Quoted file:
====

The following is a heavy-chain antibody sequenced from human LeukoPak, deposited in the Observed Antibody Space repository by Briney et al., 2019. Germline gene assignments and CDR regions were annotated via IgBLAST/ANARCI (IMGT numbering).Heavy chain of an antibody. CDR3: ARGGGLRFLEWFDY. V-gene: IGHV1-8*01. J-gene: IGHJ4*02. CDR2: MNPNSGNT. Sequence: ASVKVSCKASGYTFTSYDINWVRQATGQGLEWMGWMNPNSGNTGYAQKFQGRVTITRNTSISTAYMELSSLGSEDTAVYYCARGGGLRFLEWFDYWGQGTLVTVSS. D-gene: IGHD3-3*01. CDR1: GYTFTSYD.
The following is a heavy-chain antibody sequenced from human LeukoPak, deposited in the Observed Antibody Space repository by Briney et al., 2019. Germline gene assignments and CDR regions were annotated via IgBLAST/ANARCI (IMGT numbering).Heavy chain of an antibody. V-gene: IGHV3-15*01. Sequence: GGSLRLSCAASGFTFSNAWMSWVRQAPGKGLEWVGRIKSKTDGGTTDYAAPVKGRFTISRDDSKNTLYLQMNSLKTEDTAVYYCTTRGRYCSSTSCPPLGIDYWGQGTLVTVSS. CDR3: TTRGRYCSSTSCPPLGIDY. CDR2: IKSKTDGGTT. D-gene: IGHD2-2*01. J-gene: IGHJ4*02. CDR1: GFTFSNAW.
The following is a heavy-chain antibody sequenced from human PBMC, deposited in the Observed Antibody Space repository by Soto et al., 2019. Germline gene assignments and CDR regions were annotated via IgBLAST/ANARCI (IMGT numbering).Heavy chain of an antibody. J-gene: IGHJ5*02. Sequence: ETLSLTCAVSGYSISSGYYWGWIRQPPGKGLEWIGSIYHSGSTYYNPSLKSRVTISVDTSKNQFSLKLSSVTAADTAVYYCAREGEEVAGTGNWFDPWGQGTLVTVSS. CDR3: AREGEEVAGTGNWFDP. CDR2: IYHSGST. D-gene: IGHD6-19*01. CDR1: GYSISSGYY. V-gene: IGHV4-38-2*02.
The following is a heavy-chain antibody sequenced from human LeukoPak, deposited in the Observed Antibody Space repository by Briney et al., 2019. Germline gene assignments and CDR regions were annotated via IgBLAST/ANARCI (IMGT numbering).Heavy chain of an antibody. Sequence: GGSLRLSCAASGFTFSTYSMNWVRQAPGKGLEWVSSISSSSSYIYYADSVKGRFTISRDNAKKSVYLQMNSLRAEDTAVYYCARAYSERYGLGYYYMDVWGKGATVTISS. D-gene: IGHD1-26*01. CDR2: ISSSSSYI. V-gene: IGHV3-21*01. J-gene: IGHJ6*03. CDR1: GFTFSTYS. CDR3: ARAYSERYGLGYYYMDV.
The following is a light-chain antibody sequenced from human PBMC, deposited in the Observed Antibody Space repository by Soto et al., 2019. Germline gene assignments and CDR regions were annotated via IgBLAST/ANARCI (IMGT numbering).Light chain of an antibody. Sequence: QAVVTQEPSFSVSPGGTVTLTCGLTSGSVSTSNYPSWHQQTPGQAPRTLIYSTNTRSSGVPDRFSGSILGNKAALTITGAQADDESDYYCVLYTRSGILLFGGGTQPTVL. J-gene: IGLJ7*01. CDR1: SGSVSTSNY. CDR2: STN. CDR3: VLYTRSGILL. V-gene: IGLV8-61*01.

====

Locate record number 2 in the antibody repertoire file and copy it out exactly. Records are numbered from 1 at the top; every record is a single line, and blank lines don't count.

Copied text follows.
The following is a heavy-chain antibody sequenced from human LeukoPak, deposited in the Observed Antibody Space repository by Briney et al., 2019. Germline gene assignments and CDR regions were annotated via IgBLAST/ANARCI (IMGT numbering).Heavy chain of an antibody. V-gene: IGHV3-15*01. Sequence: GGSLRLSCAASGFTFSNAWMSWVRQAPGKGLEWVGRIKSKTDGGTTDYAAPVKGRFTISRDDSKNTLYLQMNSLKTEDTAVYYCTTRGRYCSSTSCPPLGIDYWGQGTLVTVSS. CDR3: TTRGRYCSSTSCPPLGIDY. CDR2: IKSKTDGGTT. D-gene: IGHD2-2*01. J-gene: IGHJ4*02. CDR1: GFTFSNAW.